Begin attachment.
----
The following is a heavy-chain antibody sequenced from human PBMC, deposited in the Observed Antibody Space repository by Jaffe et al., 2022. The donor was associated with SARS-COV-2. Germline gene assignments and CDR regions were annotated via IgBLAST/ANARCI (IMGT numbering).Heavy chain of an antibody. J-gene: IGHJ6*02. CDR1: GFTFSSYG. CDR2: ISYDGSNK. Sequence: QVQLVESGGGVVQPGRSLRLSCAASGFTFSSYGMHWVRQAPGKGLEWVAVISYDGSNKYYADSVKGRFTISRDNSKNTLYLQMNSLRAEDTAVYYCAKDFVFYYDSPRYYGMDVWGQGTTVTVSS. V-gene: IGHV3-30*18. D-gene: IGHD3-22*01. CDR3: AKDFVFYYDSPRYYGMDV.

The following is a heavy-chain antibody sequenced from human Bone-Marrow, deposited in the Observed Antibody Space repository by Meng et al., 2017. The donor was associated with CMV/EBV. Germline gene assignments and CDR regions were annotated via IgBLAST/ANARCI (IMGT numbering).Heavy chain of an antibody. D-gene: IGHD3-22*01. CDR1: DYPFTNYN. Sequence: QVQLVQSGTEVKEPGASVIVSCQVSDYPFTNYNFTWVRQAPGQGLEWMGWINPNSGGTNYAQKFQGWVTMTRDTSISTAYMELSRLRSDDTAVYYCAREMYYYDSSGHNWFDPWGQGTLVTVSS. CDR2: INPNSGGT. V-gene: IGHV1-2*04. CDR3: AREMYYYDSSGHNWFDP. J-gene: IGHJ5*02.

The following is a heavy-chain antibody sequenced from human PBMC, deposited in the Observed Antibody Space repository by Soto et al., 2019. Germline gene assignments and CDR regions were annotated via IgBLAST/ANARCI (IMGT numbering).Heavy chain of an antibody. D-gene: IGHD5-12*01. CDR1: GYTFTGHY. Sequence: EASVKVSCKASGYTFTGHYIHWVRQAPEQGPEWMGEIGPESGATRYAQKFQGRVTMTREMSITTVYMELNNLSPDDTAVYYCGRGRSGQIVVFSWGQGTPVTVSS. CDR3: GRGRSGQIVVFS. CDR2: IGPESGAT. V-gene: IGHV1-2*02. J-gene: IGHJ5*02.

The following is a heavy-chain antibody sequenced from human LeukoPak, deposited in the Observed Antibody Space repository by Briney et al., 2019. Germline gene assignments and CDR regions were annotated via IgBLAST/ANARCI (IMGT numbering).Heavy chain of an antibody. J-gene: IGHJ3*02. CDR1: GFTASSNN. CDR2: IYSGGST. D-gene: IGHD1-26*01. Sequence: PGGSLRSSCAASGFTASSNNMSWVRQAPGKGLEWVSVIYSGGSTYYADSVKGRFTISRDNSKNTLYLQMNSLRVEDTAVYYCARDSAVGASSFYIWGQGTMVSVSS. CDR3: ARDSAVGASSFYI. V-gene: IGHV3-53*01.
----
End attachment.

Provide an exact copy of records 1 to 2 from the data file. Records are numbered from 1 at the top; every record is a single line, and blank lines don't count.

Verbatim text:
The following is a heavy-chain antibody sequenced from human PBMC, deposited in the Observed Antibody Space repository by Jaffe et al., 2022. The donor was associated with SARS-COV-2. Germline gene assignments and CDR regions were annotated via IgBLAST/ANARCI (IMGT numbering).Heavy chain of an antibody. J-gene: IGHJ6*02. CDR1: GFTFSSYG. CDR2: ISYDGSNK. Sequence: QVQLVESGGGVVQPGRSLRLSCAASGFTFSSYGMHWVRQAPGKGLEWVAVISYDGSNKYYADSVKGRFTISRDNSKNTLYLQMNSLRAEDTAVYYCAKDFVFYYDSPRYYGMDVWGQGTTVTVSS. V-gene: IGHV3-30*18. D-gene: IGHD3-22*01. CDR3: AKDFVFYYDSPRYYGMDV.

The following is a heavy-chain antibody sequenced from human Bone-Marrow, deposited in the Observed Antibody Space repository by Meng et al., 2017. The donor was associated with CMV/EBV. Germline gene assignments and CDR regions were annotated via IgBLAST/ANARCI (IMGT numbering).Heavy chain of an antibody. D-gene: IGHD3-22*01. CDR1: DYPFTNYN. Sequence: QVQLVQSGTEVKEPGASVIVSCQVSDYPFTNYNFTWVRQAPGQGLEWMGWINPNSGGTNYAQKFQGWVTMTRDTSISTAYMELSRLRSDDTAVYYCAREMYYYDSSGHNWFDPWGQGTLVTVSS. CDR2: INPNSGGT. V-gene: IGHV1-2*04. CDR3: AREMYYYDSSGHNWFDP. J-gene: IGHJ5*02.